My goodness—two BMWs in a week?! But it's Friday, and so we're going to take things a little easy today. I'll start by saying this: if BMW promised to make me the perfect car after analyzing my interests, web browsing history, driving style, and day-to-day needs, I have a feeling they'd send me a dark green Z13.
Being a BMW concept car, it's been discussed at length elsewhere—though I will take exception to those who say it's like an older i3 city car. That car would be the BMW Z22 concept, not the Z13. Who is the Z13 for? Someone who needs a loaner car while his McLaren F1 is in the shop.
I'm convinced it's probably the closest idea of what would be the perfect car for me, and hits just about everything I'd want from a car…
- Hand-beaten aluminum panels by Stola in Italy
- Aluminum spaceframe chassis
- Very compact overall dimensions (about 25 cm / 10 in. shorter than a Chevrolet Spark)
- Rear-mounted 82 horsepower, 1,200-cc engine from the K1100 motorcycle
- Driver sits in the middle…
The first prototype seen here had a rear-mounted CVT transmission (the round dial to the right of the steering wheel is to select park, forward, reverse, etc), while the second prototype, a dark red example, had a 1,200-cc 4-cylinder motorcycle engine and a 5-speed manual transmission.
(As an aside, some publications reported that the car was front-engined with a rear-mounted CVT transmission, but they're wrong.)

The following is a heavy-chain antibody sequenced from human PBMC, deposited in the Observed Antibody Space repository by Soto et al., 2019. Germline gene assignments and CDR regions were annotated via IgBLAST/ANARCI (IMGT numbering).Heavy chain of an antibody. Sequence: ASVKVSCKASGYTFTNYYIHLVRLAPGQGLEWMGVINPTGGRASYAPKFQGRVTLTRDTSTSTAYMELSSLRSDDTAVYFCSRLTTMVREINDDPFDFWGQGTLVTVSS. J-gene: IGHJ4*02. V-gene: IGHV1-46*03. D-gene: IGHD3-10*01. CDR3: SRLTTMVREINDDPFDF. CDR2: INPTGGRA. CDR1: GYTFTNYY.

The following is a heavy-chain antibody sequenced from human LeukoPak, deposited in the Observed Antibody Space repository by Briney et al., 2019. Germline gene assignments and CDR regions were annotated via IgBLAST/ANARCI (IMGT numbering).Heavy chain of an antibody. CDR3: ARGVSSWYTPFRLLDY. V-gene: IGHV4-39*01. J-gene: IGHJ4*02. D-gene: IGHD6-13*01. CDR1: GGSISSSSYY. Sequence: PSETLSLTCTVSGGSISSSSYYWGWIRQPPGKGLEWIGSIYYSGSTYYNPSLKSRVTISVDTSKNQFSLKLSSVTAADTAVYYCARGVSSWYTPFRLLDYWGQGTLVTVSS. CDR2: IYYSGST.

It's pretty perfect, right? Well, there is one blot left on its résumé: it was fitted with a car phone and fax machine. Oh, 1994…
It makes sense: engineers at BMW had wanted to downsize the luxury of a large sedan (just look at that glass roof!) into something more fuel efficient, and the Z13—nice stereo, satellite navigation, leather seats, et al—was what resulted. And if you follow this history of what would become the company's executive express, the modern Mini lineup starts to make more sense: shortly after the Z13 was cancelled, BMW bought Rover and embarked on its plan to revitalize Mini—giving it many of the same features (but not the groundbreaking design) seen in the Z13.
The composites side of the Z-program cars of BMW Technik ended up influencing what we can now buy as the i3 and i8, decades later.
(If anyone at BMW is reading this and either of the Z13s will move under its own power, I'll gladly buy my own airfare and bring a jerry can of fuel for a test drive…)